Democrats Make Medicaid Expansion Top Budget Priority

Pierre, SD (November 30, 2012) –  Health care is a “life and death” issue for South Dakota, and making the federal reforms work for South Dakotans will be one of the top budget priorities for Democrat lawmakers in the 2013 legislative session.

An estimated 48,000 South Dakotans are uninsured, and tens of thousands of others face affordability and accessibility issues. The Affordable Care Act will provide over $2 billion over the next 10 years to provide health care. “Not only is this a critical issue for families without access to health care, but it’s also critical to our state’s economy. That is a huge transfusion of income for communities large and small across our state,” said Rep. Bernie Hunhoff, the House minority leader in the state legislature.

Hunhoff said it’s time to end political gamesmanship over the Affordable Care Act. “The program was passed by both houses of Congress, signed by the president and affirmed by the U.S. Supreme Court. Now the president who signed it has been re-elected. The program has been very politicized. It’s not perfect, but it’s not going away so let’s make it work for South Dakotans.”

Sen. Jason Frerichs, the Senate minority leader, said Democrats want to work with the administration and Republican colleagues to expand Medicaid eligibility and take full advantage of the benefits for South Dakotans. “For pennies on the dollar we can give working South Dakotans the security that comes with affordable health insurance. Expanding Medicaid will reduce rates of expensive emergency room care and literally save lives across South Dakota. Expanding Medicaid is our number one budget priority.”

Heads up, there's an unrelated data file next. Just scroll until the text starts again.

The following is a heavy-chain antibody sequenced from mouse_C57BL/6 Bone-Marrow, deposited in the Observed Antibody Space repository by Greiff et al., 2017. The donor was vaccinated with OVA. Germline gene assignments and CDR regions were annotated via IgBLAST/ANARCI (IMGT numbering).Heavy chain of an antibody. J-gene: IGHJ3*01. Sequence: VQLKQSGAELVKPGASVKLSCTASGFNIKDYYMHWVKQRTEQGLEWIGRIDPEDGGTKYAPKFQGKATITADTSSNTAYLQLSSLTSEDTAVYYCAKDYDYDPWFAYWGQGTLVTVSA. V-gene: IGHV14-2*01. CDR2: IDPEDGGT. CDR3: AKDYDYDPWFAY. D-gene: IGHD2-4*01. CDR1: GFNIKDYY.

More importantly, said the Democratic leaders, the reform will save lives. According to a study by the New England Journal of Medicine, one life is saved for every 176 adults covered through the expansion. That equates to the prevention of up to 272 deaths, based on the 48,000 South Dakotans likely to receive coverage.

“Nothing could be more pro-life than to expand Medicaid as soon as possible,” Hunhoff said.
The costs to South Dakota state government are minimal. According to the Center on Budget and Policy Priorities, Medicaid expansion will bring in $2.1 billion federal dollars to South Dakota over 10 years at an average annual state cost of $15.7 million. Including net savings from uncompensated care, the average annual cost could drop to $9.5 million over 10 years, according to the Kaiser Foundation.

“We want to do this with our eyes open,” Hunhoff says. “Let’s get all the facts and figures on the table. Part of the debate should be based on the fact that the uninsured are already costing us dearly as taxpayers, both on the state and local level. We’re paying the costs through higher taxes, higher insurance premiums and higher health care costs. This is an exciting challenge for state government and we should not shrink from the opportunity to make it work for South Dakota.”

Hunhoff and Frerichs said other Democrat budget priorities will include l) efforts to help school districts recover from their budget crises caused by drastic state aid cuts, and 2) smarter economic development investments tailored to improving peoples’ job skills, workforce development, infrastructure and entrepreneurship.

“We hope we can found common ground with our Republican colleagues on all these important issues,” said Frerichs.

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